The Herald of Everett, Washington
HeraldNet on Facebook HeraldNet on Twitter HeraldNet RSS feeds HeraldNet Pinterest HeraldNet Google Plus HeraldNet Youtube
HeraldNet Newsletters  Newsletters: Sign up  Green editions icon Green editions

Calendar


Weekend to-do list
HeraldNet Newsletter Delivered to your inbox each week.


Published: Friday, January 27, 2012, 12:01 a.m.

‘Albert Nobbs': Glenn Close, Janet McTeer each worthy of Oscars

  • Glenn Close is shown in a scene from "Albert Nobbs."

    Patrick Redmond / Roadside Attractions

    Glenn Close is shown in a scene from "Albert Nobbs."

There is one reason "Albert Nobbs" is getting released this week (of all weeks), and that reason is named Oscar. As in the Academy Awards, the nominations for which were announced Tuesday.
This very small, low-budget film garnered three Oscar nominations: for Glenn Close and Janet McTeer as best actress and supporting actress, and for best makeup. The latter nomination might be clearer understood when you learn that Close and McTeer plays women who "pass" as male in the film.
The title character has pretended to be a male butler for many years. In late-19th century Dublin, she works, unsuspected, in a mildly disreputable hotel.
A chance encounter with a more self-confident type (played by McTeer) becomes a life-changing experience for Albert. There's no romance between them; just a glimpse, for Albert, of the idea that one might actually be happy, not merely controlled and hidden.
The film, directed by Rodrigo Garcia and based on a story by the Irish writer George Moore, takes time for subplots, including one about an impetuous maid (Mia Wasikowska, from "Jane Eyre") smitten with an unreliable laborer (Aaron Johnson, from "Nowhere Boy").
Despite all that, "Albert Nobbs" feels more like a sketch than a full-fledged feature. But that sketch has a touching subject -- the possibility of living life authentically -- and the actors give finely tuned performances. Wasikowska keeps getting better with each role, and Pauline Collins and Brendan Gleeson remind us of the value of having old pros in key parts, as the opportunistic hotel proprietress and a tippling doctor, respectively.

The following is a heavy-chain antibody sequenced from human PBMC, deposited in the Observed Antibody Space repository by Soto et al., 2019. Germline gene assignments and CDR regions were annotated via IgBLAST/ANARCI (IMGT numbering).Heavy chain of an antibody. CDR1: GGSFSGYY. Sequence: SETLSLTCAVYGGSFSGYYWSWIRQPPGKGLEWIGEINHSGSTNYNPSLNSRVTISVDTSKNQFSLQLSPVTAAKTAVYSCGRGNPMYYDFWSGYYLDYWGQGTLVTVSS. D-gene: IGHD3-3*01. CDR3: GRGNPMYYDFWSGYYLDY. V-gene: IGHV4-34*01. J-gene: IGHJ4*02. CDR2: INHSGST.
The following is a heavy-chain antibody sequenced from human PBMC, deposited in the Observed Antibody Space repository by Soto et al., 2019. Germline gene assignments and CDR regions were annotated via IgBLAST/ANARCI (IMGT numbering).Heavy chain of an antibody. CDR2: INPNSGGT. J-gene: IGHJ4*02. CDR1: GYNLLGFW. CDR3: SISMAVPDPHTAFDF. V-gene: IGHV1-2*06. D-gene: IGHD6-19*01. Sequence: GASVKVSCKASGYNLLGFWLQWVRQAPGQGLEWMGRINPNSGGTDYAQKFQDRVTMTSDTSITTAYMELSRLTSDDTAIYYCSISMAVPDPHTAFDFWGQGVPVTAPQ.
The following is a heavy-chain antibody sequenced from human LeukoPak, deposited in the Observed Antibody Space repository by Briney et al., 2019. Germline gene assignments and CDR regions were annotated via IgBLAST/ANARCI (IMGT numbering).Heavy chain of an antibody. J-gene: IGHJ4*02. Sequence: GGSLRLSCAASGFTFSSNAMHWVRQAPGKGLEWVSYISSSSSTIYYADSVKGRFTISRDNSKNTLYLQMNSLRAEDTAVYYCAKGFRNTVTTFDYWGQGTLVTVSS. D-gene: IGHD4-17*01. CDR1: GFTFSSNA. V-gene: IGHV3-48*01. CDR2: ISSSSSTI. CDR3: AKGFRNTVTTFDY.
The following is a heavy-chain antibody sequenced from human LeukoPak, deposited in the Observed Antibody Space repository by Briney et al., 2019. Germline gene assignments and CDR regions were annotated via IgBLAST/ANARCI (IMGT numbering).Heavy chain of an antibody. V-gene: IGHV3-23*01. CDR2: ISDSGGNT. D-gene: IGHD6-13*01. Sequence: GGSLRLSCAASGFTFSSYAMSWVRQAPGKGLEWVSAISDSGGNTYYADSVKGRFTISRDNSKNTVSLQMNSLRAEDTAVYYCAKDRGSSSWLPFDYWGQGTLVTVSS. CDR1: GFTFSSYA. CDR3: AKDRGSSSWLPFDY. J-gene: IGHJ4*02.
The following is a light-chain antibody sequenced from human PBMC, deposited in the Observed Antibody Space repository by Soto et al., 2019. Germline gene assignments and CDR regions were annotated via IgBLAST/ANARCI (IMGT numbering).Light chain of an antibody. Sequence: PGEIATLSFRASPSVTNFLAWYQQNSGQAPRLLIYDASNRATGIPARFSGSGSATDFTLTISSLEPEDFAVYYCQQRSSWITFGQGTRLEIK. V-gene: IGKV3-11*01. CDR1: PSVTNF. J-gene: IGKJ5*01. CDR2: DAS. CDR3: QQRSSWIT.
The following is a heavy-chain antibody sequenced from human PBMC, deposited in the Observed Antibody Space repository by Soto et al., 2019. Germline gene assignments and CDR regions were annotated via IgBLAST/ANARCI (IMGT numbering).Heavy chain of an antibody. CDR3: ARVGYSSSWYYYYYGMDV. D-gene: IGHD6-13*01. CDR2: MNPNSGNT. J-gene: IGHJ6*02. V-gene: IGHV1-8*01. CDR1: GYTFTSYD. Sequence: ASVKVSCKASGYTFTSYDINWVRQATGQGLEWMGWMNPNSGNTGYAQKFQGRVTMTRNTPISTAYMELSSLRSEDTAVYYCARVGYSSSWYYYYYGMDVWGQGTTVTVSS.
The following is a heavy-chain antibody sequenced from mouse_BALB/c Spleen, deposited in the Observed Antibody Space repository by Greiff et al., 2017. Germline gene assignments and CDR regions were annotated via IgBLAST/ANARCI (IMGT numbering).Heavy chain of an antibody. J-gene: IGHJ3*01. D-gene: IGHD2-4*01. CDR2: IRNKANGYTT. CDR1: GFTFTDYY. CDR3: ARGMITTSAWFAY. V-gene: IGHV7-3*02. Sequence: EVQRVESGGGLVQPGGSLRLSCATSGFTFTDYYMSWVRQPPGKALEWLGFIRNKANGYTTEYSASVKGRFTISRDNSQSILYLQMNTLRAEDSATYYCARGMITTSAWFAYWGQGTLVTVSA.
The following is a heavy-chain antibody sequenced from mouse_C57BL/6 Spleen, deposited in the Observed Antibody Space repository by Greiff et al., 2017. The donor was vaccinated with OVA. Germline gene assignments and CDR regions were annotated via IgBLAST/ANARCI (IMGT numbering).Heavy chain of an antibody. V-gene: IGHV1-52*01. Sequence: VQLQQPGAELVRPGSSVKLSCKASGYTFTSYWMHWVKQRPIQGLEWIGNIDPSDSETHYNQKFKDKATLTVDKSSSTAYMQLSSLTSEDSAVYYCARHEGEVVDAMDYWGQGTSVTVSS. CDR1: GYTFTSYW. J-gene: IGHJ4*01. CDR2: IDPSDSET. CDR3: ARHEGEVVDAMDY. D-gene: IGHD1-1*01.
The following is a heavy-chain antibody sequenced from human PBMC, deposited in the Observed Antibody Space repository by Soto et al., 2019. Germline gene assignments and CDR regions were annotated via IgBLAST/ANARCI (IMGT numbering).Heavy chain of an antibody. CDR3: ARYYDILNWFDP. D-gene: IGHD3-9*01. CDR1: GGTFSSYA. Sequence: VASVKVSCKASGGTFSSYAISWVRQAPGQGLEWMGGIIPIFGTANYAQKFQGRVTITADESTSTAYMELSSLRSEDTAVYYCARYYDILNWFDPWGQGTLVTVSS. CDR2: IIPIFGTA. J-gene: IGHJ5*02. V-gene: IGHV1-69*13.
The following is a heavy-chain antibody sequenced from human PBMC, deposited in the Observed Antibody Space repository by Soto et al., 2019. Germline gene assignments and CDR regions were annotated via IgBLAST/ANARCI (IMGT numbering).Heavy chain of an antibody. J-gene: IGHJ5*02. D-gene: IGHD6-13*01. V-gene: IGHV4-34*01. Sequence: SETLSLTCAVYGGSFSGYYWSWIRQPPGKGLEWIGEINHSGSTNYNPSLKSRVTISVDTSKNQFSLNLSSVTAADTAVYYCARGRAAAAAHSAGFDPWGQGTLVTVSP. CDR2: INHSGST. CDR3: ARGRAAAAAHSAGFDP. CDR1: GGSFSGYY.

But really, Glenn Close and Janet McTeer bring the theme to life. Close, who played the role in a stage version many years ago and shepherded the property to film, is all careful gestures and tight voice, yet she doesn't miss the comic possibilities contained within this poor soul, either.
McTeer, a statuesque actress best known for her stage and TV work (though Oscar-nominated for "Tumbleweeds" in 1999), has a much more expansive role than Close, and she wrings wonderful warmth and humor from it. Their differing styles are exactly right for the parts.
Albert Nobbs saves tip money beneath the floorboards of her bedroom, and dreams of saving enough to open a little tobacco shop. That modest ambition comes to mean a lot while we're watching this movie, which is scaled at just the right size for its diminutive protagonist.
"Albert Nobbs"
Glenn Close and Janet McTeer provide Oscar-nominated performances in this tale of a woman masquerading as a male butler, who begins to glimpse the possibilities of a more authentic life. The movie's not much more than a sketch, but maybe it's scaled at just the right size for its protagonist.
Rating: R for nudity, subject matter.
Showing: Alderwood Mall, Harvard Exit.
Story tags » Movies

Share your comments: Log in using your HeraldNet account or your Facebook, Twitter or Disqus profile. Comments that violate the rules are subject to removal. Please see our terms of use. Please note that you must verify your email address for your comments to appear.

You are logged in using your HeraldNet ID. Click here to update your profile. | Log out.

Our new comment system is not supported in IE 7. Please upgrade your browser here.

comments powered by Disqus
digital subscription promo

Subscribe now

Unlimited digital access starting at 99 cents, or included with any print subscription.

loading...
HeraldNet Classifieds